Setting smaller milestones provides the chance for regular project performance reviews to ensure progress to the project goals, but also provides a method to motivate as the team can see the success along the way. This increased  motivation often puts a spring in peoples step - which bodes well for project success!


6/ Appoint a dedicated project lead

Absolutely critical. You really need a dedicated project, program or deployment lead or manager to be all over the project at all times. This individual will be key in managing the resources, monitoring progress and needs a direct line to the 'C' level sponsor to enable corrective actions to be implemented.

This person will be the eyes and ears of the project, will be able to answer any question at any time from anyone and should consider him/herself to be the proud ambassador of the project.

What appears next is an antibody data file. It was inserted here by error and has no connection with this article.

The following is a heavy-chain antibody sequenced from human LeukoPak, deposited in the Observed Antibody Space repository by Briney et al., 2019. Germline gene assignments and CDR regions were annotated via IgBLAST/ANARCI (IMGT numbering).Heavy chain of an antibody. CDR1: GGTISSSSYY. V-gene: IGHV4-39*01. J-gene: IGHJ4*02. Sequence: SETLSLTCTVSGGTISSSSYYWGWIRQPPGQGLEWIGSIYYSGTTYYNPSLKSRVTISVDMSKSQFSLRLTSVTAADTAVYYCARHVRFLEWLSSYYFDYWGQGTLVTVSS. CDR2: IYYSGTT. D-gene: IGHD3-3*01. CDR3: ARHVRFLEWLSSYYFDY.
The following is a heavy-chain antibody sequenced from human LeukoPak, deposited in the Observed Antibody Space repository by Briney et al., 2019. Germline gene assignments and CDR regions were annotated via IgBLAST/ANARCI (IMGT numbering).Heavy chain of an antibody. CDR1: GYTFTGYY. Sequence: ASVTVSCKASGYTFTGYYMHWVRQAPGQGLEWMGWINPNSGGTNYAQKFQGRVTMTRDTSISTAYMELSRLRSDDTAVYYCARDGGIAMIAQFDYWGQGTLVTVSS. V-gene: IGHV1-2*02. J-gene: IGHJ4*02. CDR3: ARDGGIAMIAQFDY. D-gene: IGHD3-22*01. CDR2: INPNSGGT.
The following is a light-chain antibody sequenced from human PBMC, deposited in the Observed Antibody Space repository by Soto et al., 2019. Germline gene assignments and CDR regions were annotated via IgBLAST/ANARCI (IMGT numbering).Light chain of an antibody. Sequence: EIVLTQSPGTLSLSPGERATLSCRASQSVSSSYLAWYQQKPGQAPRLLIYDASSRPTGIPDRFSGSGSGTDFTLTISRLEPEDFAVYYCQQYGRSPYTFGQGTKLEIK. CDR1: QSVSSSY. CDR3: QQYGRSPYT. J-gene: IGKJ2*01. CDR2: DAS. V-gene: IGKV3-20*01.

7/ Measure, measure, measure

Key to success is to have established the goals of the project and measure progress against said  goals. Continual measurement will ensure the project is progressing towards the set goals and any corrective action is identified early. Ensure formal and reported measurement is established (aligned to the 'milestones' above) 


8/ Review frequently

Continuous review is the mantra for the project. But to note here, this is not just review against the project objectives. The best project managers also review each member of the team and how the team dynamic is working, as lets face it, it is people that will make the project a success.